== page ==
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The Obama-Romney Debate – Big Winner is Massachusetts Health Reform

Posted by John McDonough  October 3, 2012 11:10 PM

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Some quick reactions on the health care debates in tonight's first presidential debate:

Tough for both when stats and debating points are flying everywhere fast and furious.

Massachusetts: The big winner from tonight's debate regarding health policy may be the Massachusetts health reform program.  Here's a point about health that both O and R agree on -- Massachusetts health reform is good and it working well. I'm sure that makes ObamaCare and RomneyCare opponents choke -- nice to have it agreed on by both candidates for president.

Romney added: "What we did in Massachusetts is a model for nation -- state by state. Whisking aside the 10th amendment is not the answer." The US Supreme Court weighed in on constitutional violations, and the ACA stands tall. RomneyCare works only because the federal government pays the lion's share of the tab.

Pre-Existing Conditions: Romney says: "People with pre-existing conditions are covered under my plan." First, there is NO Romney plan -- there are vague generalities. Romney made the same statement on Meet the Press a few weeks ago, and within hours, Romney's staffers clarified to say he only meant people with pre-existing conditions who are ALREADY covered. Those people are already covered under a law passed in 1996.

$716 Billion in Medicare Cuts to Pay for ObamaCare. Romney was effective in repeatedly charging that ObamaCare cuts $716 billion, and Obama never countered directly. Missed opportunity. If Romney were to succeed in putting the money back in the pockets of insurance companies, the result will be speeding up the financial insolvency of the Medicare Trust Fund from 2024 to 2016 -- guaranteeing a Medicare financial crisis in 2024 -- and raising the premiums for every current enrollee on Medicare, all 47 million of them.

Unelected Board. This refers to the ACA's Independent Payment Advisory Board that makes recommendations on ways to reduce the rate of growth of Medicare spending if it rises at unacceptably high levels. It can't reduce benefits, cut eligibility, or raise taxes. Because Medicare's rate of growth has declined way beyond expectations, the board -- which has yet to be appointed -- has no authority to do anything until at least 2019. The notion that the board would decide what treatments individuals get is untrue and is a polite way a bringing back the "death panel" charge without calling it that.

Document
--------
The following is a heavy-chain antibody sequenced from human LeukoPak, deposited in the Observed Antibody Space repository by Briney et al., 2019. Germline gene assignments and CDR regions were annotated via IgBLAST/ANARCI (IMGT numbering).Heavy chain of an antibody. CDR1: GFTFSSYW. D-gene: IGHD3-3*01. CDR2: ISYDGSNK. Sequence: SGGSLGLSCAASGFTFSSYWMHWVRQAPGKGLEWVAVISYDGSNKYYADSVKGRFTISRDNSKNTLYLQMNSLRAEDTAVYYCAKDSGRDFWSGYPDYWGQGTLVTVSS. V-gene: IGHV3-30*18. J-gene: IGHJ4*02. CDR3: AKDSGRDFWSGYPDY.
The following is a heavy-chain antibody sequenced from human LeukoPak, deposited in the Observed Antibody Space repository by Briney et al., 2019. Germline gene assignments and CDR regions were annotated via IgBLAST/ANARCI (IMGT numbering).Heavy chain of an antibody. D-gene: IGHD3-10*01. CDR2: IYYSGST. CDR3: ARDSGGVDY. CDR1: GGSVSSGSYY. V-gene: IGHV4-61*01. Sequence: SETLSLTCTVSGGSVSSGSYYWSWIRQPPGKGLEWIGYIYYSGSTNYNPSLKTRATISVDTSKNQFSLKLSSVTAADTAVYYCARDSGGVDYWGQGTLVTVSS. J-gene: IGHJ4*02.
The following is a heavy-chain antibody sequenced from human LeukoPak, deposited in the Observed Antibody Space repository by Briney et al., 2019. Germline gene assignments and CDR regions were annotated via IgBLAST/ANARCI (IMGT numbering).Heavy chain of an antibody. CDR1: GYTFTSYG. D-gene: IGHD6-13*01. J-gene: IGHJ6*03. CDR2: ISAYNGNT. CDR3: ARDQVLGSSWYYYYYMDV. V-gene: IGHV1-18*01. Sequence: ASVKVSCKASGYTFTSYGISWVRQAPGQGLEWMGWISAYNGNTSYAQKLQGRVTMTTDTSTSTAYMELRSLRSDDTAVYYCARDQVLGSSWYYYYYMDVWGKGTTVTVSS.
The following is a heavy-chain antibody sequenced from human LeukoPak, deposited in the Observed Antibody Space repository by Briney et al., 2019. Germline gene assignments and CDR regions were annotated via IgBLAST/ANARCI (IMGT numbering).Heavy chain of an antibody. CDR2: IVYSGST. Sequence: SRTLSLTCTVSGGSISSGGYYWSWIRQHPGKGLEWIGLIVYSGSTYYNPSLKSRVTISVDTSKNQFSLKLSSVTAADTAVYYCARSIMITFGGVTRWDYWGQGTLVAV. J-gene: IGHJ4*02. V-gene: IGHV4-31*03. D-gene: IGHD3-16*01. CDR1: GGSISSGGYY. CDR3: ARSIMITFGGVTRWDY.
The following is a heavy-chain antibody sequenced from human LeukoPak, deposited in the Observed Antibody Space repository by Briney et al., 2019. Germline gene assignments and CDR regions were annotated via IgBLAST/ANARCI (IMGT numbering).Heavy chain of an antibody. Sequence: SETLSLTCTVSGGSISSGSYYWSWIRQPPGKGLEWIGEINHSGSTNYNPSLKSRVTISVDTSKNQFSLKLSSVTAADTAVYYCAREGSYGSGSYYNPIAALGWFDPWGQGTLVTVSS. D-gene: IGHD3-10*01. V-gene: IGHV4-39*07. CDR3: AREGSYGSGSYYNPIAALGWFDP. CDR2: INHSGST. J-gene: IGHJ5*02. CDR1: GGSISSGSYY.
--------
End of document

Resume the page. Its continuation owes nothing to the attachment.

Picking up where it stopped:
Coverage for Uninsured Americans: Romney said: the Congressional Budget Office says 20 million will lose insurance if ObamaCare goes into effect. Untrue. CBO estimated that full implementation of the ACA would reduce the number of uninsured Americans by 32 million. About five million fewer Americans would have private employer-based coverage, though only because they will opt for better coverage available through the ACA, not because they are forced out of coverage.

Cost of Health Care: Romney says the cost of health care has gone up $2500 in the past four years, and Obama says premiums have been growing more slowly than at anytime in the past 50 years. I think premiums went up at a slower rate during the Clinton years, but Obama's point is correct that we have seen a significant deceleration of health premium inflation, both private insurance and Medicare, since the ACA was signed. Also, over this past summer, for the first time ever, insurance companies sent rebate checks for more than $1 billion to US consumers. That has never happened before.

Lots and lots more to chew on here.  Good that there was so much talk about health policy.  I am not sure the American public is any wiser tonight about this complex area than they were going into it. 

This blog is not written or edited by or the Boston Globe.
The author is solely responsible for the content.

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About the author

John E. McDonough is a professor of practice at the Harvard School of Public Health. He is the author of the book “Inside National Health Reform”, published in 2011 by More »


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